The Seven Sorrows of Mary. Mary Meets Jesus on the Way to Calvary.

The Seven Sorrows of Mary. Mary Meets Jesus on the Way to Calvary. August 15, 2020

Photo Source: Flickr Creative Commons by J. James Tissot Waiting for the Word https://www.flickr.com/photos/waitingfortheword/

Every mother who ever went to the airport to see her son or daughter off to war …

Every mother who ever sat beside her child’s bed while the chemo dripped into the port in their chest …

Every mother who ever buried a son or daughter who was murdered by a random stranger, in a mass shooting, or, perhaps worse, by a family member …

Every mother who ever grieved over the unjust cruelties visited on her innocent baby has been with Mary when she saw her child, her little boy, the baby she birthed, beaten, tortured, mocked, spat upon and broken, struggling under the weight of His cross.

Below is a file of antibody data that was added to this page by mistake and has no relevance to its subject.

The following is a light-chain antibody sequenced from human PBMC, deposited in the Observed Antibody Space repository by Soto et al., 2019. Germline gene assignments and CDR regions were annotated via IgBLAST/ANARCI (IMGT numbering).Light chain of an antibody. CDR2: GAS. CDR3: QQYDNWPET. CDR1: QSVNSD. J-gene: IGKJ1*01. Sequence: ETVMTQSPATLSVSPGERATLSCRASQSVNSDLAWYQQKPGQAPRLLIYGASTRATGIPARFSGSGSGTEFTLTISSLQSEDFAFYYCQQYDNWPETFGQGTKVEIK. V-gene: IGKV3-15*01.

Jesus carried His own cross to His crucifixion. This gives brutal meaning to His instructions to us to “pick up your cross and follow after Me.” 

Christianity is not a faith for the ambitious and greedy. Jesus’ teachings have no comfort, offer no hope, for the I’ve-got-mine-now-you-get-yours crowd. 

He paid the full price for being the Sign of Contradiction to the powers of this world as He staggered and fell under the weight of that cross. 

Mary paid the same price, right along with Him. She gave us her child, her only babe. There is no mother anywhere who would not have felt the blows, been scalded by the humiliation and experienced the weakness and pain right along with her child. 

The whip that cut into His flesh lacerated her heart. The mockery and betrayals that left Him alone, left her bereft along with Him. 

He suffered. She suffered. 

Mary consented to this before He was conceived. She gave Him to us at the wedding at Cana when she commissioned Him to begin His ministry. 

Mary understands suffering. She is human. She knows all about fear, weakness and doubt. She has felt confusion, grief and the terrible Alone of Calvary.